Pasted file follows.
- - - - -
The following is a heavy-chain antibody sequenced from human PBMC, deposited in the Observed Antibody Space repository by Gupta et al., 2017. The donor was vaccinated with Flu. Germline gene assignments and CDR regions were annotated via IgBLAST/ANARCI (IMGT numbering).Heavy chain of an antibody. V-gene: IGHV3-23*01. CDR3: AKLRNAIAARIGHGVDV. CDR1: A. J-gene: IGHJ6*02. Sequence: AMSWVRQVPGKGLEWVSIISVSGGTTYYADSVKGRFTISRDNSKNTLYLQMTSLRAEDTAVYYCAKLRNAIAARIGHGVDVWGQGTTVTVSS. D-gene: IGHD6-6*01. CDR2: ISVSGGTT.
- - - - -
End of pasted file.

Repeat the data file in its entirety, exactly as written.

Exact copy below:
The following is a heavy-chain antibody sequenced from human PBMC, deposited in the Observed Antibody Space repository by Gupta et al., 2017. The donor was vaccinated with Flu. Germline gene assignments and CDR regions were annotated via IgBLAST/ANARCI (IMGT numbering).Heavy chain of an antibody. V-gene: IGHV3-23*01. CDR3: AKLRNAIAARIGHGVDV. CDR1: A. J-gene: IGHJ6*02. Sequence: AMSWVRQVPGKGLEWVSIISVSGGTTYYADSVKGRFTISRDNSKNTLYLQMTSLRAEDTAVYYCAKLRNAIAARIGHGVDVWGQGTTVTVSS. D-gene: IGHD6-6*01. CDR2: ISVSGGTT.